General Motors Co (NYSE:GM) disclosed on Friday that it recalled more than 2,400 of its new mid-sized pickup trucks in the United States and Canada to fix a previously announced air bag issue.
The No. 1 U.S. automaker has announced a large number of recalls this year, mostly due to the discovery of faulty ignition switches that could cause them to slip out of position, cutting power to air bags, steering and brakes. Those defective switches, which led to the recall of 2.6 million vehicles in February, have been linked to at least 36 deaths.
GM told dealers in October to stop selling the newly introduced 2015 Chevrolet Colorado and GMC Canyon pickups to fix an air bag wiring issue. At the time, it did not say how many vehicles were affected and did not elaborate on the exact problem.
GM said in documents posted online on Friday by the U.S. National Highway Traffic Safety Administration that 2,432 trucks were affected. They contained driver air bag connections wired incorrectly during manufacturing which affected the two-stage air bag system by reversing the deployment sequence and disrupting the timing of the driver air bag stages. The issue will cause the driver air bags to not function as designed and potentially increases the risk of injury.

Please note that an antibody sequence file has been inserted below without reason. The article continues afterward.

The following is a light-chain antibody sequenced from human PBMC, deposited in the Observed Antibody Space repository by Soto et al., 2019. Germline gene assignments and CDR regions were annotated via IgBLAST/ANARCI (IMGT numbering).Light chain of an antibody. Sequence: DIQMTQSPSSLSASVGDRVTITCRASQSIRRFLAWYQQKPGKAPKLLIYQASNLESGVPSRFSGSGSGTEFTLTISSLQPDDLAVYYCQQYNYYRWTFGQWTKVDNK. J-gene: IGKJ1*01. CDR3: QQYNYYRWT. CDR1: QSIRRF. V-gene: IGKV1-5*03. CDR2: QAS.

GM discovered the issue on Sept. 30 during testing by a company technician. Dealers are reprogramming the inflatable restraint sensing and diagnostic module at no cost to the customer.
A GM spokesman said more than 70 percent of the recalled trucks have been repaired and there had been no reports of crashes or injuries related to the issue.
Of the affected trucks, 2,283 are in the United States and 149 in Canada, the GM spokesman said.
(Reporting by Ben Klayman in Detroit; editing by Matthew Lewis)